OK . infiltrate under cover of night, insulate the wall with rubber matting (rolls a success) and climb over the ZAP!! Oh sentry turrets

    Hmm the wall is a bust, how about the gate?

    Once they are through all the security it switches back to normal ‘real time’ play.

    From a GM POV I would probably toss a coin for each area they travel through (ie We infiltrate under cover of night (heads, no minefield) and cut through the wall (tails deathtrap) so you get an interesting narrative of all the perils encountered, avoided or circumvented without the tedious cavern crawling “I move forward 10ft and check for traps” play.

    (actually if you have Netflix I’d highly recommend Trollhunters and then 3Below (Del Torro productions!!))

  4. lunaabadia

    One of the mechanics I really like in Gumshoe games such as Night’s Black Agents is the Preparedness skill. It represents this concept that your character has a knack for planning. As with other skills in the game, you spend one or more points to add to a roll for what you are trying to accomplish. You might say, “but of course I brought night goggles,” and you make the roll. As you noted above, the whole point is to zip past the boring hours players can spend wondering what gear to bring. Preparedness answers the question of whether you brought it and frees players’ brains to focus on the action.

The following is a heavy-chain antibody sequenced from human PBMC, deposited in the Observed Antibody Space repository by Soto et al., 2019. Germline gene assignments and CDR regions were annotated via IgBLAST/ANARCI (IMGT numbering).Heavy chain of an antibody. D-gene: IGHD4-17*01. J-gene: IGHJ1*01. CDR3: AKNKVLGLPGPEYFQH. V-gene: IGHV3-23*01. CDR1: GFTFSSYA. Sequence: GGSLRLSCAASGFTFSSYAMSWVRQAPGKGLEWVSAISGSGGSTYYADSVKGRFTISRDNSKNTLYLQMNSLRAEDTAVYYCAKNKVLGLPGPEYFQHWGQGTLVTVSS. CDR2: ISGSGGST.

I would guess that could be done with Inspiration, and in a heist session it could make a lot of sense to give each player Inspiration at the start of the mission, representing their planning. Do you spend it on a roll? Or do you hold it in case you need to do a flashback? You don’t get advantage on any rolls during the flashback. You just get the flashback.

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  6. Browncoat Jayson

    I like the concept, but I don’t want to tie it to Inspiration. I’ll probably make it a variant of the Plot Point rule in the DMG, and probably use a downtime activity as the way to gain points (rather than just starting everyone with one).